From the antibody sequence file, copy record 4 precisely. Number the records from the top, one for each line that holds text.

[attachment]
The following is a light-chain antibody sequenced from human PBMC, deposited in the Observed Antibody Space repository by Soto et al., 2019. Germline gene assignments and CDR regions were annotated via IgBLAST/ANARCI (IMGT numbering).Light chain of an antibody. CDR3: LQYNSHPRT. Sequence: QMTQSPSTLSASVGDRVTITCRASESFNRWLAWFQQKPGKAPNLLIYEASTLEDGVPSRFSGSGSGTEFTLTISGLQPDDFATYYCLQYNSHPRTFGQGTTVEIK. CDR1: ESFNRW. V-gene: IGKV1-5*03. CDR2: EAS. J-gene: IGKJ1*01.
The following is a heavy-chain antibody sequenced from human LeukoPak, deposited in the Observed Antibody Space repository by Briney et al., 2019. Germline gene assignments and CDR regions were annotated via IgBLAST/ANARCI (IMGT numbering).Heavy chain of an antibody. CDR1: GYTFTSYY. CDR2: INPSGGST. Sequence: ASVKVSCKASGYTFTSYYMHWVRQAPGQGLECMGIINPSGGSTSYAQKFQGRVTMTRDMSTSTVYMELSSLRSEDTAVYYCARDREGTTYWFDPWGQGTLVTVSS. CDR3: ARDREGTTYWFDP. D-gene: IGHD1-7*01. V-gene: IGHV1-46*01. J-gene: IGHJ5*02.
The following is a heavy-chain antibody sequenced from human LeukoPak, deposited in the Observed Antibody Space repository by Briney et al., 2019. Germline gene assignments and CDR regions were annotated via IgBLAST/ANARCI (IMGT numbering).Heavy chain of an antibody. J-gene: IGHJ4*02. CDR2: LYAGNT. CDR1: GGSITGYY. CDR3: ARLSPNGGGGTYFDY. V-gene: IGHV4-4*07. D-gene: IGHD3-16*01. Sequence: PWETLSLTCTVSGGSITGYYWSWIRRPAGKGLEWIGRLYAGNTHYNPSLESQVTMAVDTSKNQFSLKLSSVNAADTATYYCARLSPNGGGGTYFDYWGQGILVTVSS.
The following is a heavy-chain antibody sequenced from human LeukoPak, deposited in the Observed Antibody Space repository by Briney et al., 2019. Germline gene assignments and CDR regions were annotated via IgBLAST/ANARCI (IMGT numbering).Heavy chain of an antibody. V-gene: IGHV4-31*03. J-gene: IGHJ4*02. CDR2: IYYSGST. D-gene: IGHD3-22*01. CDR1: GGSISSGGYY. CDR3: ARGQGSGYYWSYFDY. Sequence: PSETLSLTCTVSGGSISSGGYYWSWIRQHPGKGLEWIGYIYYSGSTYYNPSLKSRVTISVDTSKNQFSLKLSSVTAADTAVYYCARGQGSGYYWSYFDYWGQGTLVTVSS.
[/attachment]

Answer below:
The following is a heavy-chain antibody sequenced from human LeukoPak, deposited in the Observed Antibody Space repository by Briney et al., 2019. Germline gene assignments and CDR regions were annotated via IgBLAST/ANARCI (IMGT numbering).Heavy chain of an antibody. V-gene: IGHV4-31*03. J-gene: IGHJ4*02. CDR2: IYYSGST. D-gene: IGHD3-22*01. CDR1: GGSISSGGYY. CDR3: ARGQGSGYYWSYFDY. Sequence: PSETLSLTCTVSGGSISSGGYYWSWIRQHPGKGLEWIGYIYYSGSTYYNPSLKSRVTISVDTSKNQFSLKLSSVTAADTAVYYCARGQGSGYYWSYFDYWGQGTLVTVSS.